APRIL 30, 1936
NEW YORK—We arrived in New Haven last night and went directly to Dr. Harvey Cushing's house. Much to my regret Mrs. Cushing was away, but Dr. Cushing offered us tea and no one could resist a chance for half an hour's chat with such an enchanting person. It certainly is nice when you can adopt a family-in-law and feel real joy whenever you have a chance to meet.
By a quarter past five my conscience began to prick me for I had not told my hostess what time I would arrive. I had heard from many friends about Mrs. William C. Ladd, but I was hardly prepared for the spontaneous, vivid personality, that sitting in a chair can radiate throughout the entire house. She had infantile paralysis as a girl and can not walk, but that seems to be one of the things which makes her the force she is in the community. She has time to know all sorts of people and nothing is too hard for her to do! We chatted for a few minutes and then dressed, for we were to be the guests of the Central Trades of New Haven at a six-fifteen dinner. Dr. and Mrs. Ladd went down ahead, but Mrs. Charles Morris picked us up and we had a very pleasant time. My neighbor at dinner told me of labor conditions in Connecticut, and finally Mr. Spencer Miller, who had flown all the way from St. Louis, arrived to tell me something of his work, and after dinner we adjourned to Woolsey Hall, where a few years ago I saw my husband received a Yale degree. After the meeting a number of people came up to shake hand with me and it was borne in upon me that had I not appeared, it would have surprised no one, but as one gentleman put it: "I told them if you didn't come, it would be very mean!"
When I meet a group of people like that, I can't help thinking how small the world is. One man told me his sister married a man I know very well in Washington, and a woman said: "I feel I know you very well, because some friends of mine live next door to a friend of yours in Washington."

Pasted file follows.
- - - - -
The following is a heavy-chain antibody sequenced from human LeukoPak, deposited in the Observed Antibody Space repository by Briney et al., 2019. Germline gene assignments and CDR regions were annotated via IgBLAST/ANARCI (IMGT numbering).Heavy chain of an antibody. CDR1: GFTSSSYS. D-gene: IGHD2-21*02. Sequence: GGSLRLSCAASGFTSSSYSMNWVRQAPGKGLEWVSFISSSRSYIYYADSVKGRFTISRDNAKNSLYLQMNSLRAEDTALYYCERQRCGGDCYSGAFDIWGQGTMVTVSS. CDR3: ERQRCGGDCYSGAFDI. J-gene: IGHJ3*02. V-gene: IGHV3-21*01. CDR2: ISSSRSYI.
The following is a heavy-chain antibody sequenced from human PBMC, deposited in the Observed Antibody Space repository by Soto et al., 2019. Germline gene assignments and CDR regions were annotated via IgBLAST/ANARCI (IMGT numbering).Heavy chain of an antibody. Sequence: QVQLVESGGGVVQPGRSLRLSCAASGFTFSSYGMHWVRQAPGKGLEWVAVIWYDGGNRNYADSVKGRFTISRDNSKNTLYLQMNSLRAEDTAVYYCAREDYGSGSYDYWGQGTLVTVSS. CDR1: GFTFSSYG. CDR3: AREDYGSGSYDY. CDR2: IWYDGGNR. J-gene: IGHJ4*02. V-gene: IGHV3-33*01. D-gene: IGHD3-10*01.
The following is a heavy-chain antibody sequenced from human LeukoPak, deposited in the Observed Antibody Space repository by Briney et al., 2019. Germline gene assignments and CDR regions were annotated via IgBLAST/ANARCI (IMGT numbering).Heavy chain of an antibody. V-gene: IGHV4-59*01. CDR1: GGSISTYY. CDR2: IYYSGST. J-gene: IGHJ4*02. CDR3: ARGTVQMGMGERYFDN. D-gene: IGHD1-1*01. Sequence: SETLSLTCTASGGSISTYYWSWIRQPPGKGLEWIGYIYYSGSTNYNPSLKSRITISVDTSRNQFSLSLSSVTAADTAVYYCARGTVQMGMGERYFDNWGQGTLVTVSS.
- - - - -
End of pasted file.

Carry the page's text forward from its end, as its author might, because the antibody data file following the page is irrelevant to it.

After a nice family breakfast this morning, we left at eight-twenty on our way to Washington where I hope we will arrive by six- o'clock this evening!
Names Mentioned or Referenced
- [ index ] New York (N.Y., United States)
About this document
My Day by Eleanor Roosevelt, April 30, 1936
Digital edition created by The Eleanor Roosevelt Papers Project The George Washington University 312 Academic Building 2100 Foxhall Road, NW Washington, DC 20007
- Brick, Christopher (Editor)
- Regenhardt, Christy (Associate Editor)
- Black, Allida M. (Editor)
- Binker, Mary Jo (Associate Editor)
- Alhambra, Christopher C. (Electronic Text Editor)
Digital edition published 2008, 2017 by
The Eleanor Roosevelt Papers Project
Available under licence from the Estate of Anna Eleanor Roosevelt.
Published with permission from the Estate of Anna Eleanor Roosevelt.
MEP edition publlished on 2008-06-30
TEI-P5 edition published on 2017-04-28
Transcription created from a photocopy of a draft version of a My Day column instance
archived at the Franklin D. Roosevelt Library.
My Day column draft dated April 29, 1936, FDR Library, Hyde Park, NY
TMsd, 29 April 1936, AERP, FDRL